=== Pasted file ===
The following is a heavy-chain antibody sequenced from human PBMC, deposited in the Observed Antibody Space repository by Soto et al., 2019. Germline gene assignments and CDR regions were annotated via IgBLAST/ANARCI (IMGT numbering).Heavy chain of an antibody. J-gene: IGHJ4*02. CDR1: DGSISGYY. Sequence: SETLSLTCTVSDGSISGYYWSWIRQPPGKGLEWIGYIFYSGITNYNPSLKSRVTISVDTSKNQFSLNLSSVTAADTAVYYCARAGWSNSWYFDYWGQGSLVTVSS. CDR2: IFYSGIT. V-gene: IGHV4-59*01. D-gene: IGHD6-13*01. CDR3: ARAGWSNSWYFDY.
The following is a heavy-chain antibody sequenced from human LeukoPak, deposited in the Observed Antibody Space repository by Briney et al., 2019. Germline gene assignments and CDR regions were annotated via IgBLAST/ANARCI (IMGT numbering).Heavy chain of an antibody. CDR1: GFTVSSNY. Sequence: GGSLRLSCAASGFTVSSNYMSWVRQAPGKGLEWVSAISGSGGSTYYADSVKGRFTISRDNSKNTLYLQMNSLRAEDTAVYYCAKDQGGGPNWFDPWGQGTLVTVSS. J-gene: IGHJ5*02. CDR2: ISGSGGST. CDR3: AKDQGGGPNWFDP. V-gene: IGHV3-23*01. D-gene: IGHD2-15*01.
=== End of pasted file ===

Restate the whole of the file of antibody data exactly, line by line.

The following is a heavy-chain antibody sequenced from human PBMC, deposited in the Observed Antibody Space repository by Soto et al., 2019. Germline gene assignments and CDR regions were annotated via IgBLAST/ANARCI (IMGT numbering).Heavy chain of an antibody. J-gene: IGHJ4*02. CDR1: DGSISGYY. Sequence: SETLSLTCTVSDGSISGYYWSWIRQPPGKGLEWIGYIFYSGITNYNPSLKSRVTISVDTSKNQFSLNLSSVTAADTAVYYCARAGWSNSWYFDYWGQGSLVTVSS. CDR2: IFYSGIT. V-gene: IGHV4-59*01. D-gene: IGHD6-13*01. CDR3: ARAGWSNSWYFDY.
The following is a heavy-chain antibody sequenced from human LeukoPak, deposited in the Observed Antibody Space repository by Briney et al., 2019. Germline gene assignments and CDR regions were annotated via IgBLAST/ANARCI (IMGT numbering).Heavy chain of an antibody. CDR1: GFTVSSNY. Sequence: GGSLRLSCAASGFTVSSNYMSWVRQAPGKGLEWVSAISGSGGSTYYADSVKGRFTISRDNSKNTLYLQMNSLRAEDTAVYYCAKDQGGGPNWFDPWGQGTLVTVSS. J-gene: IGHJ5*02. CDR2: ISGSGGST. CDR3: AKDQGGGPNWFDP. V-gene: IGHV3-23*01. D-gene: IGHD2-15*01.